Chapter 4:  The New Look And “Atoms For Peace”


Through the summer and early fall of 1953, the White House pursued its quest for a new, comprehensive, proactive national security strategy, a so-called “New Look” in the U.S. approach to the world.  The New Look was shaped by new economic, political, geopolitical, and military realities.  It was also a response to new patterns of discourse.  And it was itself a new mode of discourse, which became, in turn, a catalyst for further changes in discourse as well as policy.  But the New Look was not meant to solve the immediate crises that demanded action in 1953.  It was meant to chart a clear course for prevailing in the global cold war struggle over the “long haul.”  So the enduring patterns of the president's discourse strongly marked the new approach to national security and its vision of the threat it aimed to avert.

Defining Strategic Goals

Searching for a clear policy direction, Eisenhower initiated the Solarium Project, a detailed exploration of three possible options for an overall grand strategy.  None of Solarium’s three task forces considered any real compromise with the Soviets.  They each suggested different ways of reducing the Soviet Union’s power and changing its internal system; they disagreed only on means, not on the goal.[1] 

By October, the clarification process led to NSC 162/2, the first full statement of the administration's basic national security policy.  NSC 162/2 began with a statement of the two basic problems facing the nation:  to “meet the Soviet threat” and “to avoid seriously weakening the U.S. economy or undermining our fundamental values and institutions.”  This was only an elaboration of the single goal set out in NSC 153/1 (a preliminary statement of national security policy developed in May and June):  “to maintain the fundamental values and institutions of the United States.” [2]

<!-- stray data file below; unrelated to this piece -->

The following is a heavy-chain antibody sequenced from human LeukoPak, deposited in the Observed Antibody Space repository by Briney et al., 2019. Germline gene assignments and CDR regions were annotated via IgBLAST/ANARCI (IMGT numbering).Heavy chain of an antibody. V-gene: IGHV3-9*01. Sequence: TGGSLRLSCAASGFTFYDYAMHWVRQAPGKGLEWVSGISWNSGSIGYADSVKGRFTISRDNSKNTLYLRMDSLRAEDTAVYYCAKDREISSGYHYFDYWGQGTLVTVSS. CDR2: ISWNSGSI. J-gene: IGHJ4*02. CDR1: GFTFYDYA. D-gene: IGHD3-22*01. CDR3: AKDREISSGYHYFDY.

Most historians have explained the New Look as a balancing act, with anticommunist military spending competing against domestic budgetary concerns.  Although Eisenhower certainly did worry about conflicts between geopolitical and economic concerns, at a deeper level he perceived both as interwoven and synergistic parts of a single peril.  Of course there was also a third, equally dangerous, threat to be avoided:  nuclear war.  So the New Look is best understood as a three-fold defensive effort:  to prevent the enemy from overwhelming the "free world," to prevent World War III, and to prevent the economic chaos of an open-ended military mobilization.